Budget bill goes to Carney, two other spending measures remain

By Matt Bittle
Posted 6/24/21

DOVER — One down, two to go.

The Senate passed the operating budget and an accompanying supplement Thursday, one day after the House did the same. The bills now go to Gov. John …

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Budget bill goes to Carney, two other spending measures remain

Posted

DOVER — One down, two to go.

The Senate passed the operating budget and an accompanying supplement Thursday, one day after the House did the same. The bills now go to Gov. John Carney.

The chambers still have to approve the capital budget and the grant-in-aid measure allocating funding to nonprofits, which will be voted on next week.

A spending plan must be in place by July 1, the start of the next fiscal year.

The operating budget totals $4.77 billion from the state’s General Fund, which consists of tax revenue and related income. In addition, there is a supplemental bill that allocates $221 million for one-time items, chiefly pay raises and pension increases.

Most state employees will see a $500 bump in their pay, as well as a $1,000 bonus, while pensioners will receive $500 bonuses and percentage increases.

The operating budget for the upcoming fiscal year totals about 4.9% more than the current one. Gov. Carney in January proposed a $4.71 billion operating budget, as well as a $36 million supplement.

The spending plan for the current fiscal year comes to $4.55 billion in ongoing expenditures.

Revenues have shot up over the past six months, and while that extra money prompts more calls for spending on this project or that program, lawmakers have sought to avoid building too much growth into the budget in the form of recurring expenses.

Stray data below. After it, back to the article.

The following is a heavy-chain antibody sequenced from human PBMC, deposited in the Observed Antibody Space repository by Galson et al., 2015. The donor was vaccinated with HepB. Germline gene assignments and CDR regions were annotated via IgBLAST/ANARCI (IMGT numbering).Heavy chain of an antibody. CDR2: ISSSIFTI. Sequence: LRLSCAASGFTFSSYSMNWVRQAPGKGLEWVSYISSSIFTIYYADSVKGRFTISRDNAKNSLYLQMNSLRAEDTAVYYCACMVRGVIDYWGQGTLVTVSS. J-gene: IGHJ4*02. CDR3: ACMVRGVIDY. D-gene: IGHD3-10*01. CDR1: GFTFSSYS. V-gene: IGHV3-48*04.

“This year’s budget process highlights so much of what makes Delaware a great state and why our way of governing consistently earns us a AAA bond rating,” Sen. Trey Paradee, a Dover Democrat and co-chair of the budget-writing Joint Finance Committee, said in a statement. “Even with the turbulence of the past year, we managed to carefully track revenue forecasts and fund much-needed programs and projects, all while keeping budget growth below 5%.

“Additionally, we added over $220 million to budget stabilization and the rainy day fund, bringing those totals to $538 million saved for future economic downturns. None of this would be possible without the diligence of our committee members and Controller General staff. I thank them for their hard work and all of my Senate colleagues for passing these bills today. Maintaining a strong, solvent, and equitable state starts here. I am proud of the work we have done, and I look forward to signing these bills with the governor soon.”

The budget received one vote against in each chamber, as well as two abstentions in the House, while the supplemental measure saw no opposition.

In a statement, Gov. Carney applauded passage.

“This is a responsible, sustainable financial plan that protects taxpayer dollars and invests in the future of our state,” he said. “In this budget, we’re investing more than ever in our classrooms, and in direct services for low-income students and English learners. These are the children who need our help the most.

“We’re adding to our budget reserves so we’ll again be ready if we face a crisis or revenue downturn. And we’re investing in our state workers, who have been on the front lines of the COVID-19 pandemic since Day 1. I look forward to signing this budget soon.”